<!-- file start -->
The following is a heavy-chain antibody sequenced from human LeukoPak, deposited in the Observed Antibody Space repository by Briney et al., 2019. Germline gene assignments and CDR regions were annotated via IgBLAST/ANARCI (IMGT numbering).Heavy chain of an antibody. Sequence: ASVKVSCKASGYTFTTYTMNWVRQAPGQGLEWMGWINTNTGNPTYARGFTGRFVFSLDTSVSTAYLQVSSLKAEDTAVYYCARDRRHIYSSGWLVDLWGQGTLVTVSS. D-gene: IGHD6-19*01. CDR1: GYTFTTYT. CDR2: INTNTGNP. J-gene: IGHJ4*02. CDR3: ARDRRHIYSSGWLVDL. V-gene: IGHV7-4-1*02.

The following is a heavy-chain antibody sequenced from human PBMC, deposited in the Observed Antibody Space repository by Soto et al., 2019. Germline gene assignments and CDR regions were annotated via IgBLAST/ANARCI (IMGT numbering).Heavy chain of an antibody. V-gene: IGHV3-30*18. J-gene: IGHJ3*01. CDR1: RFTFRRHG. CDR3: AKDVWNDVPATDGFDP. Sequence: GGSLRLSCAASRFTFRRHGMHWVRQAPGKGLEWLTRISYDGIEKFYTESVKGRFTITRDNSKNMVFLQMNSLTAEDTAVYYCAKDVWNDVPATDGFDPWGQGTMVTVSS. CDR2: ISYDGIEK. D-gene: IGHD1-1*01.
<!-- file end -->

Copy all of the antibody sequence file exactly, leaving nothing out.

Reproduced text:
The following is a heavy-chain antibody sequenced from human LeukoPak, deposited in the Observed Antibody Space repository by Briney et al., 2019. Germline gene assignments and CDR regions were annotated via IgBLAST/ANARCI (IMGT numbering).Heavy chain of an antibody. Sequence: ASVKVSCKASGYTFTTYTMNWVRQAPGQGLEWMGWINTNTGNPTYARGFTGRFVFSLDTSVSTAYLQVSSLKAEDTAVYYCARDRRHIYSSGWLVDLWGQGTLVTVSS. D-gene: IGHD6-19*01. CDR1: GYTFTTYT. CDR2: INTNTGNP. J-gene: IGHJ4*02. CDR3: ARDRRHIYSSGWLVDL. V-gene: IGHV7-4-1*02.

The following is a heavy-chain antibody sequenced from human PBMC, deposited in the Observed Antibody Space repository by Soto et al., 2019. Germline gene assignments and CDR regions were annotated via IgBLAST/ANARCI (IMGT numbering).Heavy chain of an antibody. V-gene: IGHV3-30*18. J-gene: IGHJ3*01. CDR1: RFTFRRHG. CDR3: AKDVWNDVPATDGFDP. Sequence: GGSLRLSCAASRFTFRRHGMHWVRQAPGKGLEWLTRISYDGIEKFYTESVKGRFTITRDNSKNMVFLQMNSLTAEDTAVYYCAKDVWNDVPATDGFDPWGQGTMVTVSS. CDR2: ISYDGIEK. D-gene: IGHD1-1*01.